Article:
7. You have been sneezing for days. There's so much pollen in the air. You have a rash, and as you scratch you find little seeds embedded under your skin. You scratch your skin raw to get them out, the green tendrils of them growing so fast. You can't reach the ones on your back. They're drinking your blood, making you weaker. You stumble your way through the deserted city. Everything is so green, so hot, so many flowers, clustered like people clinging to each other for comfort. You find a cool spot where you can rest. Just for a minute. Just until the mass on your back stops wriggling dry much. Stops digging in.
8. You are lost in the desert. In the distance, an oasis shimmers, and you drag each ffoot as you walk towards it. Your lips split from the heat, but they don't bleed, you dying have enough moisture. You try to lick them, but your tongue is leathery and dry, you can barely move it at all without choking on it. You're so close. The sand burns you as you drag yourself over the crest of the Dube-but the oasis was gone, another mirage. In the distance an oasis shimmers, but you know it is too far away for you to ever make it there. It's probably not real anyway. But you never get to find out.
9. Dawn breaks dull and grey and still. Alongside your best friend, you walk into the clearing, breath fogging in the cold crisp air. Your opponent is waiting there for you, sword drawn. A duel to the death. You circle each other like dogs, then leap together. Swords clash. You parry weave, trying every pattern you know, searching for their weakness. Your opponent matches you stroke for stroke, and then, just when you think you've found an opening, twists and strikes you. You stare at the point impaling your chest, then fall back on the grass as blood spreads out across your white shirt like a drop of ink in water. You stare up at the first blue appearing in the morning sky. It's going to be a beautiful day.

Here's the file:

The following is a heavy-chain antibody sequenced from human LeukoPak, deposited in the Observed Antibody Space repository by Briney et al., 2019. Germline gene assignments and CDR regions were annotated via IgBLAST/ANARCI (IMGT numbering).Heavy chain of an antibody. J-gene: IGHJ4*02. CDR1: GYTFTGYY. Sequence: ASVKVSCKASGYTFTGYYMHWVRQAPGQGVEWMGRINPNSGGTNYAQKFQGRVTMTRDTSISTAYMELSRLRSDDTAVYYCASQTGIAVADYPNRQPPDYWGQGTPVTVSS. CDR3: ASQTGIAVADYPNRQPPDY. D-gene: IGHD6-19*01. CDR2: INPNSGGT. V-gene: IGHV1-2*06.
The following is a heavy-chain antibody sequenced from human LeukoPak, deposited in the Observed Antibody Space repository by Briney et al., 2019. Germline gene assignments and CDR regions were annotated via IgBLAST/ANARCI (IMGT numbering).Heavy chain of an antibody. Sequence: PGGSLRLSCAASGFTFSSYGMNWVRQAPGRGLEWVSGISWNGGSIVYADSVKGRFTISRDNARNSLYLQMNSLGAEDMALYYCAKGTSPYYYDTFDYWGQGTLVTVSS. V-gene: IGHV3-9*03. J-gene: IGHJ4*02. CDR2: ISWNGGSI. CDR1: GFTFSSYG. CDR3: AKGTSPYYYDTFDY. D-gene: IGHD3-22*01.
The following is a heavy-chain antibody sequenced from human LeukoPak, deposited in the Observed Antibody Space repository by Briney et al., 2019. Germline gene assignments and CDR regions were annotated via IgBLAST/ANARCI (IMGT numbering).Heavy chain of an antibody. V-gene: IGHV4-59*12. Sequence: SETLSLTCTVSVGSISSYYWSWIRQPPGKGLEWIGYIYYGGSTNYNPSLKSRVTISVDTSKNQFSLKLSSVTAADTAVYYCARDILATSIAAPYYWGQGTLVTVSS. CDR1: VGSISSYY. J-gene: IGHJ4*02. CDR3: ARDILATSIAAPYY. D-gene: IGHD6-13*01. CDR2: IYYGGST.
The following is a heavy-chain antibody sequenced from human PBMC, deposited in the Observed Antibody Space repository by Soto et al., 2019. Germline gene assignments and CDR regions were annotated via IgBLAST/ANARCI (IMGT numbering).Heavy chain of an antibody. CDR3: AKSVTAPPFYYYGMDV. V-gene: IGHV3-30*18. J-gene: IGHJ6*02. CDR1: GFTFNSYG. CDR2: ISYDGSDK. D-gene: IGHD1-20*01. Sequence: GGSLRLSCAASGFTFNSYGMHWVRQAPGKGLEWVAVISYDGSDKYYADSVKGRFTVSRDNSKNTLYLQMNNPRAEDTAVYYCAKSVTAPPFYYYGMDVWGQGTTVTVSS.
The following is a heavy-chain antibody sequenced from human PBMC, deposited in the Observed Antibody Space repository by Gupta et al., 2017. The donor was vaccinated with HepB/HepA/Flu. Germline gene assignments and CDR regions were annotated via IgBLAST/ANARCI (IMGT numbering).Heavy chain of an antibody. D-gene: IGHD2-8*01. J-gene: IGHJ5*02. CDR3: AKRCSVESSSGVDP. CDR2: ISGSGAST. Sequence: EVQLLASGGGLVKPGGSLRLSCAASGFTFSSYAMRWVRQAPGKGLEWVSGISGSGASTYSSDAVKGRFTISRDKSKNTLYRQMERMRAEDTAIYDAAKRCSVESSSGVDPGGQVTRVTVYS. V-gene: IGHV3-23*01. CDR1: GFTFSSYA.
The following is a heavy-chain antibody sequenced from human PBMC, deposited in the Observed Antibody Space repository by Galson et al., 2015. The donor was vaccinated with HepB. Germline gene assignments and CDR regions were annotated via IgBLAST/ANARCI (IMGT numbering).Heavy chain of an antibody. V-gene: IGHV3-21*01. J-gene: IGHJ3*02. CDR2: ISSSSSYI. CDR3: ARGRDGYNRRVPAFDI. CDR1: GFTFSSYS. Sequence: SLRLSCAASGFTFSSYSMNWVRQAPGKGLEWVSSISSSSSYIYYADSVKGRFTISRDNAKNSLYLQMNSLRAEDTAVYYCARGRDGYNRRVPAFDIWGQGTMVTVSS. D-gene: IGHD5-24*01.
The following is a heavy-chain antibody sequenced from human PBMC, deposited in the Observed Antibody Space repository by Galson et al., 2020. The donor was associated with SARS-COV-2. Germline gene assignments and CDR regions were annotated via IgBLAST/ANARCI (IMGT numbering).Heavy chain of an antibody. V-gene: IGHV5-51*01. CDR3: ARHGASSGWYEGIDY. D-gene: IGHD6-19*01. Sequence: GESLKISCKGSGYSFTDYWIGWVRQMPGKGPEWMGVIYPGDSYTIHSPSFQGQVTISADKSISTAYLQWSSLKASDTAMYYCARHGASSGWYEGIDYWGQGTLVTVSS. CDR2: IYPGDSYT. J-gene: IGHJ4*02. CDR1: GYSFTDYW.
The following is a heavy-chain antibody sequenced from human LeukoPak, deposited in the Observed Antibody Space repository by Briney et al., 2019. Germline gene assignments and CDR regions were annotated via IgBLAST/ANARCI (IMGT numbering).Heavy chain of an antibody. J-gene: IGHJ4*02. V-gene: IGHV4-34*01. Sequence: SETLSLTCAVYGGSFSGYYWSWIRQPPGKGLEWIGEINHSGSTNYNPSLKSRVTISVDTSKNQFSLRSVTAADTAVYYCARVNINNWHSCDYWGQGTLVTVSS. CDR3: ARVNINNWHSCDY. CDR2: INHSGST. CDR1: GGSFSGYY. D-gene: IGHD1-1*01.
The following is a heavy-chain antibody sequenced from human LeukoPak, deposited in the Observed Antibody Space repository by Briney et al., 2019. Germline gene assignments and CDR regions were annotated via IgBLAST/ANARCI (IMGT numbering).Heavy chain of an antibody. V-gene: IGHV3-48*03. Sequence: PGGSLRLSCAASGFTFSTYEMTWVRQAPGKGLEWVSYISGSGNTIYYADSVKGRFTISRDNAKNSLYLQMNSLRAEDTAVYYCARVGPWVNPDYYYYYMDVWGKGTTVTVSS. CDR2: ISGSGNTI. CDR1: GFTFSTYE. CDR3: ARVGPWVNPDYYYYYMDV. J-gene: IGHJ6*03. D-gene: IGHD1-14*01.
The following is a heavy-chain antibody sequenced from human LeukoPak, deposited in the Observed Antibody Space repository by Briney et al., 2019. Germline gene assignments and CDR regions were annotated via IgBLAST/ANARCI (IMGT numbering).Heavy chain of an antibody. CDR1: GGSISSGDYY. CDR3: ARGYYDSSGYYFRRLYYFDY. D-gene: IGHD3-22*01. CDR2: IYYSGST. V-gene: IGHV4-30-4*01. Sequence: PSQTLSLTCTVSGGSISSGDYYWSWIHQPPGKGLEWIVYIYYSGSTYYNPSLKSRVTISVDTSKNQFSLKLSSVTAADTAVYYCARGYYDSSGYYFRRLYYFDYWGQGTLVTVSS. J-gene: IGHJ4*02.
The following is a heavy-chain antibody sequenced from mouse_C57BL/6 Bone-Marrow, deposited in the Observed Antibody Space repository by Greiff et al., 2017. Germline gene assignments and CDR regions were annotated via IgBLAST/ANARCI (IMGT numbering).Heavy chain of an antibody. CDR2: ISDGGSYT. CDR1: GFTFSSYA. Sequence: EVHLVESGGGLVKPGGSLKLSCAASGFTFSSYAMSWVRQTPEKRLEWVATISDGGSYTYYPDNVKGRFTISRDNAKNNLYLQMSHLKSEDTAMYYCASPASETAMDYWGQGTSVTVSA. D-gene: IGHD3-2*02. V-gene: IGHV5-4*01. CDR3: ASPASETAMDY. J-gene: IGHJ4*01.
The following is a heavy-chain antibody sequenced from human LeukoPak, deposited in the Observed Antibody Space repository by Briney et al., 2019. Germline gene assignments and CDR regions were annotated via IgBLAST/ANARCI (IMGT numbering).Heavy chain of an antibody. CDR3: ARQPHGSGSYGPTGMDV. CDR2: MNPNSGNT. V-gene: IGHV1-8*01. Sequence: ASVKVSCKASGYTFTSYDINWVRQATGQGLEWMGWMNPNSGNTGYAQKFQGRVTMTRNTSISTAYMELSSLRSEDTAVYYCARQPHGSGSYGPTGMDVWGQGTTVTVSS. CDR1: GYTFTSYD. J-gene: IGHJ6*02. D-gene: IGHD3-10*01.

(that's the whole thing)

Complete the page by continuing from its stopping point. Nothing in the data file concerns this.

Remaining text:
10. The teeth in your head twist and writhe, escaping some whining noise that emanates deep within your skull. With little claw-like legs, their hard bodies twist out of your gums, filling your mouth with blood. Some you spit out, but others burrow upward towards your brain, as the keening sound in your head reaches a fever pitch, masking some but not nearly enough of the pain.

Thursday, 19 September 2019

d100 Trash and Junk Table

Sometimes Many Goblins find a weird piece of garbage. Sometimes a slaad turns your sword into a random object. Sometimes a murderhobo is grubbing around, clearly unable to move on from this area until they find SOMETHING, but there's definitely no treasure, so you throw them a bone (entry 39) or an oversized moldy boot (entry 20)

I wrote these over quite a long period, so let me know if there are total duplicates and other things that I missed. Also, thank you to my D&D players for helping me crank out the last 10 or so! Very excellent garbage, team <3


d100 Trash & Cool Junk Table
  1. A monster that wants to eat you! 1- carrion crawler, 2- fungus (yellow mold, purple fungus, etc), 3- Otyugh, 4- Rot Grubs
  2. A paper wasp nest. Maybe a 50% chance it's full of wasps?
  3. An ornate table leg that can be used as a club
  4. Lead coin somewhat unconvincingly painted gold